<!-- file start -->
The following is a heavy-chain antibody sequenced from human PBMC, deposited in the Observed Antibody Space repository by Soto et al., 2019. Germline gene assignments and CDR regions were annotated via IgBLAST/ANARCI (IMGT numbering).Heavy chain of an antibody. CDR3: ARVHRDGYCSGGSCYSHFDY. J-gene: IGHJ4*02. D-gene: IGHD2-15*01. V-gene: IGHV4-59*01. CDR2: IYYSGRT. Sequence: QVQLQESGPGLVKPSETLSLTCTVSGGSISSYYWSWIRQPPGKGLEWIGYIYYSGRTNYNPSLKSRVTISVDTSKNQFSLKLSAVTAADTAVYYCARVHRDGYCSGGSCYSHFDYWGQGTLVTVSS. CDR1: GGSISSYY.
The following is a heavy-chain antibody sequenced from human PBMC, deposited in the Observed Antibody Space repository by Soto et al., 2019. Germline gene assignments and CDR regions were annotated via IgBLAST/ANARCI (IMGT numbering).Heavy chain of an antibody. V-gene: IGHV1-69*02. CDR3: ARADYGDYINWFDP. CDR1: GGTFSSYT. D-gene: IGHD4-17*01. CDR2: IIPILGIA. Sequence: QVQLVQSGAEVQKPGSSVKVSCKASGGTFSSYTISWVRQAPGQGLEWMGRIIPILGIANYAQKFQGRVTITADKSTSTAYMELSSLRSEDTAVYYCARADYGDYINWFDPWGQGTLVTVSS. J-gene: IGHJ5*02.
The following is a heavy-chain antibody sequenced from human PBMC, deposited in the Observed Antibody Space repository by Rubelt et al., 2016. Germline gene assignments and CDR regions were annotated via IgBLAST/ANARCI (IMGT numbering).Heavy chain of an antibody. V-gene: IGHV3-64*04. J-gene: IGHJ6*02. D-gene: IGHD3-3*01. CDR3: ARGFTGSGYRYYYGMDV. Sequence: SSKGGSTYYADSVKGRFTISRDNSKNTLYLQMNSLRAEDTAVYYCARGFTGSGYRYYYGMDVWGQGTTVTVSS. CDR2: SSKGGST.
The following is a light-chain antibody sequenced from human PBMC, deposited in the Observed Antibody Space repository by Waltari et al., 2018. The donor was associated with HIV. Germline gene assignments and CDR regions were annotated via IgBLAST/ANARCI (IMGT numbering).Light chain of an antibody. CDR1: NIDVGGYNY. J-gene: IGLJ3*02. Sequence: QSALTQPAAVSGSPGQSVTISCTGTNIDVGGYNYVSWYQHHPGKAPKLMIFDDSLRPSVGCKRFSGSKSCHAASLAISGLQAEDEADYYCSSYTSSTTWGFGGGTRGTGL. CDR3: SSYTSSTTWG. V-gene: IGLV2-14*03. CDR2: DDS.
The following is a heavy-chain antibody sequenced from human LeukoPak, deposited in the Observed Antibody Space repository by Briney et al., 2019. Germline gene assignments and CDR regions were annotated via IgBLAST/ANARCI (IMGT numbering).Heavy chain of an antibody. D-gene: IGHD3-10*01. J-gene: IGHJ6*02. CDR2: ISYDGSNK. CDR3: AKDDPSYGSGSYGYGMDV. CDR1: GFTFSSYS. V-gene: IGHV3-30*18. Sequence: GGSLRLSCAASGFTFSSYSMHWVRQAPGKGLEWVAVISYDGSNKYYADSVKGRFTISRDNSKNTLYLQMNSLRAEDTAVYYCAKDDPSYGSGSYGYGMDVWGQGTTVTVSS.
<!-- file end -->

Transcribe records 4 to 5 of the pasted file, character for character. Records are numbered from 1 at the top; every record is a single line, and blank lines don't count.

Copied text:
The following is a light-chain antibody sequenced from human PBMC, deposited in the Observed Antibody Space repository by Waltari et al., 2018. The donor was associated with HIV. Germline gene assignments and CDR regions were annotated via IgBLAST/ANARCI (IMGT numbering).Light chain of an antibody. CDR1: NIDVGGYNY. J-gene: IGLJ3*02. Sequence: QSALTQPAAVSGSPGQSVTISCTGTNIDVGGYNYVSWYQHHPGKAPKLMIFDDSLRPSVGCKRFSGSKSCHAASLAISGLQAEDEADYYCSSYTSSTTWGFGGGTRGTGL. CDR3: SSYTSSTTWG. V-gene: IGLV2-14*03. CDR2: DDS.
The following is a heavy-chain antibody sequenced from human LeukoPak, deposited in the Observed Antibody Space repository by Briney et al., 2019. Germline gene assignments and CDR regions were annotated via IgBLAST/ANARCI (IMGT numbering).Heavy chain of an antibody. D-gene: IGHD3-10*01. J-gene: IGHJ6*02. CDR2: ISYDGSNK. CDR3: AKDDPSYGSGSYGYGMDV. CDR1: GFTFSSYS. V-gene: IGHV3-30*18. Sequence: GGSLRLSCAASGFTFSSYSMHWVRQAPGKGLEWVAVISYDGSNKYYADSVKGRFTISRDNSKNTLYLQMNSLRAEDTAVYYCAKDDPSYGSGSYGYGMDVWGQGTTVTVSS.